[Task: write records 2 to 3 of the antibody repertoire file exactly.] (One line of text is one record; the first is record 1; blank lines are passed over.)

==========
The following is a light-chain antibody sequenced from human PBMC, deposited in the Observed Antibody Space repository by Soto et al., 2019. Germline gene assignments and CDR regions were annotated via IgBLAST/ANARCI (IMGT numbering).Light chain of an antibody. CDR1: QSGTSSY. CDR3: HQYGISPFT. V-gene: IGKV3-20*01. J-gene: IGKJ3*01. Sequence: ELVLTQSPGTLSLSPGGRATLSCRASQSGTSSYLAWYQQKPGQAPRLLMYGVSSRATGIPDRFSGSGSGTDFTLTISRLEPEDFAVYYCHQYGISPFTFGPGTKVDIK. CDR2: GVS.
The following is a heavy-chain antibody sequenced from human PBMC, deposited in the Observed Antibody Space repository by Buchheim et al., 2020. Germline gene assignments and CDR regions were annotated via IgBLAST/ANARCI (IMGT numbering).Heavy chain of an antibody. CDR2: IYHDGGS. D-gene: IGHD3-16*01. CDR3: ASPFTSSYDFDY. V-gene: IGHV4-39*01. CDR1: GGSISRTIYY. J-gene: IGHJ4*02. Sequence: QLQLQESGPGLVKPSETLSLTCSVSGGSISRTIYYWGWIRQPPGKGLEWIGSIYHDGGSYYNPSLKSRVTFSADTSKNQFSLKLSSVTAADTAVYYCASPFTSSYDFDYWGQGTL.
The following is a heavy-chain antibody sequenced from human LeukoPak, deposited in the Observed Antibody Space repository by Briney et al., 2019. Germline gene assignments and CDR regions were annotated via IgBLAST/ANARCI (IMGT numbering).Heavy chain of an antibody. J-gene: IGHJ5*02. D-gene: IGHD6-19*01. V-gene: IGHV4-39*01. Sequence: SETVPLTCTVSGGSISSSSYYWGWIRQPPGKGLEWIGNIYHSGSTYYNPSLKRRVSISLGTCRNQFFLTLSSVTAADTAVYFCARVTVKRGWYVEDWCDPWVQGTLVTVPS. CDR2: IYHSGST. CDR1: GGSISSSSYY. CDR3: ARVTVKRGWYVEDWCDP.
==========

The following is a heavy-chain antibody sequenced from human PBMC, deposited in the Observed Antibody Space repository by Buchheim et al., 2020. Germline gene assignments and CDR regions were annotated via IgBLAST/ANARCI (IMGT numbering).Heavy chain of an antibody. CDR2: IYHDGGS. D-gene: IGHD3-16*01. CDR3: ASPFTSSYDFDY. V-gene: IGHV4-39*01. CDR1: GGSISRTIYY. J-gene: IGHJ4*02. Sequence: QLQLQESGPGLVKPSETLSLTCSVSGGSISRTIYYWGWIRQPPGKGLEWIGSIYHDGGSYYNPSLKSRVTFSADTSKNQFSLKLSSVTAADTAVYYCASPFTSSYDFDYWGQGTL.
The following is a heavy-chain antibody sequenced from human LeukoPak, deposited in the Observed Antibody Space repository by Briney et al., 2019. Germline gene assignments and CDR regions were annotated via IgBLAST/ANARCI (IMGT numbering).Heavy chain of an antibody. J-gene: IGHJ5*02. D-gene: IGHD6-19*01. V-gene: IGHV4-39*01. Sequence: SETVPLTCTVSGGSISSSSYYWGWIRQPPGKGLEWIGNIYHSGSTYYNPSLKRRVSISLGTCRNQFFLTLSSVTAADTAVYFCARVTVKRGWYVEDWCDPWVQGTLVTVPS. CDR2: IYHSGST. CDR1: GGSISSSSYY. CDR3: ARVTVKRGWYVEDWCDP.